"Prayer: Attending with openness to God and the world"

Reflection on Prayer 

 By Ron Matross   

I find it difficult to write about prayer because I often find it difficult to pray.  Sometimes I'm disheartened because the things that I most fervently pray for don't happen--my lab tests look bad or my friend dies.  At other times, I'm doing structured prayer like the Daily Office, and my mind wanders off.  And sometimes I'm busy and I just forget to be bothered with the chore of prayer.  

But there are times, despite my stumbling language and my skeptical and easily distracted mind, when I do feel like I've connected, like I've gotten through to God, and God has gotten through to me.  One day last summer I was standing on the Lake Street bridge, staring down at the river below and feeling rotten. I had broken bones, broken dreams, and a broken spirit.  And that's just what I told God:  "Lord, I'm broken.  I've made a mess of my life, and maybe my family would be better off if I was gone."  No, Clarence the Guardian Angel didn't appear to me, but I did find myself suddenly saying, "No!  You're listening to the negative force.  There is a positive force in this world and you must turn toward it."  I pasted a smile on my face, walked to the coffee shop across the river, chatted with the barista, and started to think about how God was calling me to use my experience to reach out to others.

So, was that episode a prayer, and was God answering me?   I think so.  I don't believe in a clockwork God, who manipulates the space and time continuum to orchestrate the details of my life or the lives of the billions of other sentient beings on this planet or the billions of other planets likely to inhabited by intelligent life.  Stuff happens to us, good and bad, all the time and I don't think God has anything to do with it.   But I do think God is always there for us, ready to speak to our hearts and minds to help us to deal with all that stuff, if only we can reach out and connect. 

Because we're impulsive and self-centered, connecting to God isn't that easy.  Our religious rituals recognize that we before we try to talk to God, we need do things to interrupt our usual thoughts and open the channel.   Muslims physically prostrate themselves at specific times during the day before they start to pray.  Jews recite blessings or thank-you's--some forms of traditional Judaism call on people to say 100 blessings a day! And our Christian rites ask us to confess our shortcomings and to give thanks to God.  Centering prayer and meditation are also ways to get into us into the right frame of my mind to tune out the static and listen to the voice of God.  And our current church art exhibit of sacred places reminds us that our physical environment can help us open the channel, too.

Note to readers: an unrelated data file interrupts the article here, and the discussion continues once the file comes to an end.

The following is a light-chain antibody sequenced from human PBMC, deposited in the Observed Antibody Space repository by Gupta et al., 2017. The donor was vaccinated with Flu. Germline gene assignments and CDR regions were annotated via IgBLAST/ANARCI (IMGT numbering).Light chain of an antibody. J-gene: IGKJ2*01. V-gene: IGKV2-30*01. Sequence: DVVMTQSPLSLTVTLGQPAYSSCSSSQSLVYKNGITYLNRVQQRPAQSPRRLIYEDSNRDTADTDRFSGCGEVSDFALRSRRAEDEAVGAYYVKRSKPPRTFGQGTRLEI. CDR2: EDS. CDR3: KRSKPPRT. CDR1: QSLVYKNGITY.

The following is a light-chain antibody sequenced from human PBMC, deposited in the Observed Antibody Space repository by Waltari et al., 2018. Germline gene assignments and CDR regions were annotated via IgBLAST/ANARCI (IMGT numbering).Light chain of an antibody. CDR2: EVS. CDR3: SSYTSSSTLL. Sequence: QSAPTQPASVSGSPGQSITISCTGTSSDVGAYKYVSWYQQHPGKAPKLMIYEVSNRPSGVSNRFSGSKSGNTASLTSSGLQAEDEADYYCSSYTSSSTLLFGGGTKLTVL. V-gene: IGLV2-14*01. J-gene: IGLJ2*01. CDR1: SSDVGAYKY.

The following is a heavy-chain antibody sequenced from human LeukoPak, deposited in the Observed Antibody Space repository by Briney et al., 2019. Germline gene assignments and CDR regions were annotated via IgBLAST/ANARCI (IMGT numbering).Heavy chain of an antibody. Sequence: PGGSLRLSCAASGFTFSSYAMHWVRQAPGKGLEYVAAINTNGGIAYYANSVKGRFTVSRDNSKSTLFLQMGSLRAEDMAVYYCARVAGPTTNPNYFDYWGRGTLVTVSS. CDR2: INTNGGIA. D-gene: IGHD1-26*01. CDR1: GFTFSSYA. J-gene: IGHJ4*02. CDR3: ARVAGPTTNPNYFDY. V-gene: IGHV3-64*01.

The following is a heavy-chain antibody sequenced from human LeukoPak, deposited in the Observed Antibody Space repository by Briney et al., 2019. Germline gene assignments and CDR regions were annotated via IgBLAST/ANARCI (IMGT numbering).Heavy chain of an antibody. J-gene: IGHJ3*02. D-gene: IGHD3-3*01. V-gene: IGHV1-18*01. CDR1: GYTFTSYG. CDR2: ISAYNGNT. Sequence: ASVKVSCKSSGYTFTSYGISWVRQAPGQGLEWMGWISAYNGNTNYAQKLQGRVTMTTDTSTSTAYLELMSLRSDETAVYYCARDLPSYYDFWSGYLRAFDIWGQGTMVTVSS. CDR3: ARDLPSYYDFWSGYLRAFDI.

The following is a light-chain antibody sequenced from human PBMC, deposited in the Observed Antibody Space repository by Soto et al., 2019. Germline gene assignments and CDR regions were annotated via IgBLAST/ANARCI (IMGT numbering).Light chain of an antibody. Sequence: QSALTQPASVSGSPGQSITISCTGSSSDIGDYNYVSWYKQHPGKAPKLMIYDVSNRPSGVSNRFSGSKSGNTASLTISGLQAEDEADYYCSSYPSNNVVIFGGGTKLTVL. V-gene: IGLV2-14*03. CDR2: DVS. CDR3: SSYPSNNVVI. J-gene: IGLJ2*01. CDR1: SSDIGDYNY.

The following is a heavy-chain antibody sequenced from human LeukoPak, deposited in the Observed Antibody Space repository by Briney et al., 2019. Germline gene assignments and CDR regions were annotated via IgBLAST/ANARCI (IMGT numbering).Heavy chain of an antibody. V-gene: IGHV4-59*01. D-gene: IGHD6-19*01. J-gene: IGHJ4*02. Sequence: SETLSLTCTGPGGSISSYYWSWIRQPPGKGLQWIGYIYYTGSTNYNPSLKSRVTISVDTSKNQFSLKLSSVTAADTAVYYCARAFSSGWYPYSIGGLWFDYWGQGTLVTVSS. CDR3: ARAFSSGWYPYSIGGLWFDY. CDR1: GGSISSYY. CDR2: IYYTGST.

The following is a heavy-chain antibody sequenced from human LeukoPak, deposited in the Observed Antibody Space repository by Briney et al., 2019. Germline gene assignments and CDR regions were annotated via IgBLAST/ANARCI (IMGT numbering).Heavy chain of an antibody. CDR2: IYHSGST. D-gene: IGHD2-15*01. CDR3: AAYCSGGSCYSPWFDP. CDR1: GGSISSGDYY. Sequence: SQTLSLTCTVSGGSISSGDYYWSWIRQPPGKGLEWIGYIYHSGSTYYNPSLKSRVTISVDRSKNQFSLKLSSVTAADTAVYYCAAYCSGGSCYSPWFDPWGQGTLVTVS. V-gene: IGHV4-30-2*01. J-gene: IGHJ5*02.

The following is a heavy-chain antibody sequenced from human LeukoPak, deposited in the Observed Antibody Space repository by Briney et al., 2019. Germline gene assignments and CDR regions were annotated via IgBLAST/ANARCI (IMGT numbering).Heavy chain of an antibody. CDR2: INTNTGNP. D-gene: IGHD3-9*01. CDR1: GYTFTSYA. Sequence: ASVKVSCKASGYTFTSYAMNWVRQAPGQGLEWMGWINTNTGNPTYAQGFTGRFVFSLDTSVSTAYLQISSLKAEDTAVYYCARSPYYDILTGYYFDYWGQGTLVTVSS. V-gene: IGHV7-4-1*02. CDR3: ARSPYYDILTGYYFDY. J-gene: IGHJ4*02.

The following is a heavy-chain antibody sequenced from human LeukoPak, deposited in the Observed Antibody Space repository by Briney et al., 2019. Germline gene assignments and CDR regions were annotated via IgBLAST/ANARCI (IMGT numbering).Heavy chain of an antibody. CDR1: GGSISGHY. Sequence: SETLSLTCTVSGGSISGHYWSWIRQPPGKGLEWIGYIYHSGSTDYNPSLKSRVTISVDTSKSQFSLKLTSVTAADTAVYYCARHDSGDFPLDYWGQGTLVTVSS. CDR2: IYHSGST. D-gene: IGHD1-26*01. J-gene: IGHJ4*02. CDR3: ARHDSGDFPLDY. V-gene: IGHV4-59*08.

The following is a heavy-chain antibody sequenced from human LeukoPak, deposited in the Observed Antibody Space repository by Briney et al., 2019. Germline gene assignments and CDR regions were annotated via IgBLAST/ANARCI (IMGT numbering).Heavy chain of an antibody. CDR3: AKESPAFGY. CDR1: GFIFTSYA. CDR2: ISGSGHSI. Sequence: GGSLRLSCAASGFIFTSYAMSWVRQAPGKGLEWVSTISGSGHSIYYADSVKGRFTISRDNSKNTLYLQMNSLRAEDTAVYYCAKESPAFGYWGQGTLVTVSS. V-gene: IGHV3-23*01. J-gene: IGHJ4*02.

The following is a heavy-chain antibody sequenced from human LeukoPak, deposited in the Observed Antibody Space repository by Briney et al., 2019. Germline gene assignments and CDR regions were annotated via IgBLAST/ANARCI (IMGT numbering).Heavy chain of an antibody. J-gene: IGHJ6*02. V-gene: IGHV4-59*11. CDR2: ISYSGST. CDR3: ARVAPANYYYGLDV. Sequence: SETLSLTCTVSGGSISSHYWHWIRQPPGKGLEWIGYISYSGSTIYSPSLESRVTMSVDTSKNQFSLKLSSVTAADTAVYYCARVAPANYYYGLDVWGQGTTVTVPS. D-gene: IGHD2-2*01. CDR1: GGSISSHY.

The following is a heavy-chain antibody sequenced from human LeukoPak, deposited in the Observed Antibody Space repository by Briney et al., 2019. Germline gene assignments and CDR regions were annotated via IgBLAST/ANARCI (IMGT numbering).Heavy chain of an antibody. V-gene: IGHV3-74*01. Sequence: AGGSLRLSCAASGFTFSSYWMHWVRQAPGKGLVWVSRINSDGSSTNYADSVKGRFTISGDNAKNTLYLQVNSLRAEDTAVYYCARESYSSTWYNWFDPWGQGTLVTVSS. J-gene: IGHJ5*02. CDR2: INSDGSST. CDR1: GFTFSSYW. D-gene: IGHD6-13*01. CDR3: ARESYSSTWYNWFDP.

Lately, my best prayers have occurred when I'm on a daily walk, out in nature and moving, what I love best.  They start with gratitude--giving thanks for all the blessings in my life.   Only afterwards do I feel like I've opened the channel enough to start making requests of God. And my requests are not for specific outcomes in my life, because intellectually I just don't believe that God will intervene to make my lab tests good or my children safe on their travels, any more that I believe God will intervene to help the Gophers beat the Badgers.  Rather, I pray for the three things that I know in my heart I have received from God, on that day on the bridge and on several  other occasions.

The first is guidance.  I believe that this force or presence that we call God is directional-that if I am open to it, I will be pointed toward that which is positive and life-affirming and away from that which is negative and life-denying.  The second is comfort--God will bring me peace and comfort, regardless of what I have encountered.  And the third is strength--God will strengthen my will and spirit to deal with whatever obstacles have come before me.  I ask for these things not just for me, but also for my family and others for whom I care.  Maybe I will be part of the way God delivers guidance, comfort and strength to them.

In this season of giving, I believe that these three things are God's great gifts to us, available unconditionally to us if only we can open ourselves to them.  If you wish, you can think of them in terms of the Trinity.  Jesus, the Great Guide, who came to show us the Way, will continue to guide us in our daily lives.  The Holy Spirit, the Holy Comforter, will calm us when we are disturbed and ease our pain.  And God, the Mighty Creator, will share the strength that created the "vast expanse of interstellar space, galaxies, suns, the planets in their courses, and this fragile earth, our island home".

Could we ask for anything more?                                                                                                                                                                                                                                                                  


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